The following is the second post in FairVote's series on the Irish electoral system and the 2013 Convention on the Constitution in Ireland. See the first post, an analysis of Ireland's ranked choice voting system, here.
In July of 2012, the Irish parliament passed a resolution that created a citizens' assembly called the Convention on the Constitution with the purpose of reviewing the Irish Constitution, including its electoral system. We at FairVote are pleased to see that the Irish are willing to scrutinize their current election system, as regular evaluation of the effectiveness of electoral processes is healthy for any democracy. Ireland's Convention serves as a model for how a similar system of electoral review could be developed in the U.S. - one that is transparent, broadly inclusive, and open to innovative new ideas.
The Irish Convention is structured as follows: of the 100 members of the Convention, 66 members are private citizens and 33 members are parliamentarians selected from their political party in the Irish Parliament or in North Ireland. The 66 private citizens on the Convention were randomly selected, and are thus broadly representative of the Irish society. The last member of the convention is the independent chairperson, who only votes in the event of a tie.
The Convention was charged with reviewing how elections are conducted in Ireland, and, after hearing testimonies and deliberating, with providing non-binding recommendations to the Parliament. The Irish Parliament has announced that they will respond to the convention's recommendations within four months of submission, and will provide a timeframe for a referendum if they agree to the recommendations.
Over the course of their year-long mandate to review the Irish Constitution, the convention will hold deliberations that at various locations throughout the country and will make all documents and every session available online. The Convention also allowed the public to submit their suggestions for the topics that were under review. As of June 14, 2013, the convention has received over 1,400 submissions from the public. The convention also heard expert testimony about the relative merits of their own electoral system and those used in other countries.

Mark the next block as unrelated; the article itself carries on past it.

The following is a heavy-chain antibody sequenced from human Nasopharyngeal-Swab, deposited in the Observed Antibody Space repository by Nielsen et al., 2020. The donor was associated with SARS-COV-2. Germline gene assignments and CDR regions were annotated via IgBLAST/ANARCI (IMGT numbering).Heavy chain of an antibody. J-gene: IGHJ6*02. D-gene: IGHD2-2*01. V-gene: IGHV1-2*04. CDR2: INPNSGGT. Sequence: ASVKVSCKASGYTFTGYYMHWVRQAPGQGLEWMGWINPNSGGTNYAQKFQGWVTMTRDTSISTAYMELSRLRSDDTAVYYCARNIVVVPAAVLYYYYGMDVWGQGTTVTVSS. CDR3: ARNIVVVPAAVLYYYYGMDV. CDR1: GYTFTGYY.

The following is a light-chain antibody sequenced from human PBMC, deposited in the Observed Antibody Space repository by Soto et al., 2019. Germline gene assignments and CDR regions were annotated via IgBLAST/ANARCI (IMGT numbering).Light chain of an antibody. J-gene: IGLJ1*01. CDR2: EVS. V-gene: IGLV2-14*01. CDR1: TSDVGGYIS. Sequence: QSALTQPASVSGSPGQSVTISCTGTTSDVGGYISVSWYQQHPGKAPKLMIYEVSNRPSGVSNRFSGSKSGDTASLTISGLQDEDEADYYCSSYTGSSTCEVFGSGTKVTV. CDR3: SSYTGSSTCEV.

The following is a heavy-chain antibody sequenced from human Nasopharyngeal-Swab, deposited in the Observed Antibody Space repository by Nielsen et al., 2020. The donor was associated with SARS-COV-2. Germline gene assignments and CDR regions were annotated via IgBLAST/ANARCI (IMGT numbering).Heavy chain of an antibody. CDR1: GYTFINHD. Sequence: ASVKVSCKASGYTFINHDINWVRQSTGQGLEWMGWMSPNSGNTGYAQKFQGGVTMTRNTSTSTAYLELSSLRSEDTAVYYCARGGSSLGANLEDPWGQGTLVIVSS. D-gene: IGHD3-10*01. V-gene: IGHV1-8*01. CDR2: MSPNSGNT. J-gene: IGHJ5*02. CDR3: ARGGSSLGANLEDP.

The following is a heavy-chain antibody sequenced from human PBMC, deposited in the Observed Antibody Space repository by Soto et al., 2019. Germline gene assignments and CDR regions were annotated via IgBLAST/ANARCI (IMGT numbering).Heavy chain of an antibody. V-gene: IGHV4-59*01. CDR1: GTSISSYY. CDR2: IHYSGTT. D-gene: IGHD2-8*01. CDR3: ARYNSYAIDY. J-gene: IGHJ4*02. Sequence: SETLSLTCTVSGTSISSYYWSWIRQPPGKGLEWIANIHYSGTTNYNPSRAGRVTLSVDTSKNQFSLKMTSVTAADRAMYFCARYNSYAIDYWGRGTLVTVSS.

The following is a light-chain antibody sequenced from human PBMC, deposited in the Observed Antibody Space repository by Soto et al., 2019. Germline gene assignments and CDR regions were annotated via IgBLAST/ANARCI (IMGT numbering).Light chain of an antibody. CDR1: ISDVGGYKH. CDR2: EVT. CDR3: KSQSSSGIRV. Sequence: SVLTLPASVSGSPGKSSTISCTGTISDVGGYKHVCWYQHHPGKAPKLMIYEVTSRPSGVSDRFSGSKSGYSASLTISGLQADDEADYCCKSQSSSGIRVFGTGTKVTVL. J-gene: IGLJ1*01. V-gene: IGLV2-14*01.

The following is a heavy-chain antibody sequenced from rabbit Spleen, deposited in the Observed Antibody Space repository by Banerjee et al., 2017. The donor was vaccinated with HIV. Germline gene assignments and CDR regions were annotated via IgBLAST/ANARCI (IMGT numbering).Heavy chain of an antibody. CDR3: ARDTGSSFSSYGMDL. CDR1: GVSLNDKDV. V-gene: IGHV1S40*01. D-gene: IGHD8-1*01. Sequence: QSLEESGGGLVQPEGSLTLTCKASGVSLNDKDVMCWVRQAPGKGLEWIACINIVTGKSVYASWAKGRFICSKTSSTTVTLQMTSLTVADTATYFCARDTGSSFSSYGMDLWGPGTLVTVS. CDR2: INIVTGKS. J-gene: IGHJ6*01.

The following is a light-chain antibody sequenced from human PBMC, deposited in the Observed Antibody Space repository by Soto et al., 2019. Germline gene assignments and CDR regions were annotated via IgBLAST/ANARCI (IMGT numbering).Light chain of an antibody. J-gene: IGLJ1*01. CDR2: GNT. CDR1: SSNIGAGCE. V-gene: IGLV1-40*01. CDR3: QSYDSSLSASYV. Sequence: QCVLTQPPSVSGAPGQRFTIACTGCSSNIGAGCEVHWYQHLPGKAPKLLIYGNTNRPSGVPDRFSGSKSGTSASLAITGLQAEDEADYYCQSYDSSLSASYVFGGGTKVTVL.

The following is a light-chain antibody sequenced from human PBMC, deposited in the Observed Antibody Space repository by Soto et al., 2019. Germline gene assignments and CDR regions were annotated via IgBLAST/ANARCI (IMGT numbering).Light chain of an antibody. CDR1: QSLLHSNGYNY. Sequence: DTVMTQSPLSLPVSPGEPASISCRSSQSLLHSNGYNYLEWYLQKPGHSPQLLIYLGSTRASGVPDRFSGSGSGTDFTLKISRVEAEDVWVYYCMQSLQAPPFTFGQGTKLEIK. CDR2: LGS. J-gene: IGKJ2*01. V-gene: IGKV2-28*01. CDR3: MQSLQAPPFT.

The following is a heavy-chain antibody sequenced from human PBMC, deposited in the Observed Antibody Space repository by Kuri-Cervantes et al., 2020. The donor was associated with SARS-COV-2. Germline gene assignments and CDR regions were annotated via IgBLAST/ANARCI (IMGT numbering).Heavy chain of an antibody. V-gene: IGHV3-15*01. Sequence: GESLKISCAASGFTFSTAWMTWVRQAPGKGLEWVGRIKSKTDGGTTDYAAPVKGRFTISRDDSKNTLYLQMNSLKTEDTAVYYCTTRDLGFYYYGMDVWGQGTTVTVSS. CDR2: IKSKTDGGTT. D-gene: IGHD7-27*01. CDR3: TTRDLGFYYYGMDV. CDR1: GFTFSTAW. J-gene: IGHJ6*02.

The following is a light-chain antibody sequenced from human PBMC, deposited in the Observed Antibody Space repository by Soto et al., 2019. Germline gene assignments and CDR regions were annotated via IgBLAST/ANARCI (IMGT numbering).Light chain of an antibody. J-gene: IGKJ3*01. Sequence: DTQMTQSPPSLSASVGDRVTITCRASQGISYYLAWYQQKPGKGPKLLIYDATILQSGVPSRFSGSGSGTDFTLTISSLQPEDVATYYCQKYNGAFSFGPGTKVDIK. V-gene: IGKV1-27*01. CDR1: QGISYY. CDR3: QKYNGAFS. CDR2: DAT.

While it considered a wide variety of electoral systems, the Convention ultimately recommended that the current system of choice voting (known in Ireland as the single transferable vote) be maintained.
The Irish are not the first in recent memory to assemble a convention to evaluate the fundamental structure of their voting system. In 2004, a very similar citizen's assembly was convened in British Columbia, composed of 161 members drawn randomly from voter registration lists who had ten months to propose reforms. As was the case in Ireland, that assembly ultimately recommended the use of choice voting in their provincial elections. While the measure to switch to choice voting in British Columbia came up just shy of the 60% of votes in a referendum necessary to go into effect, it did receive a clear majority (57.69%) of the vote, demonstrating that the assembly's recommendations were widely respected.
Ireland's current Convention on the Constitution, like the citizen's assembly in British Columbia of nearly a decade ago, shows the value of having an independent and influential body discussing electoral reform without being constrained by day-to-day politics or immediate electoral incentives. These assemblies tend to be willing to consider more significant structural reforms, like choice voting, that can have tremendous positive effects on their elections.
In an American political environment where it is a struggle to achieve even minor voting reform, an Irish-style constitutional convention or citizen's assembly could go a long way toward opening the door to many much-needed structural election reforms.
Check back next week for more posts going into greater depth on the specific recommendations of the Irish constitutional convention.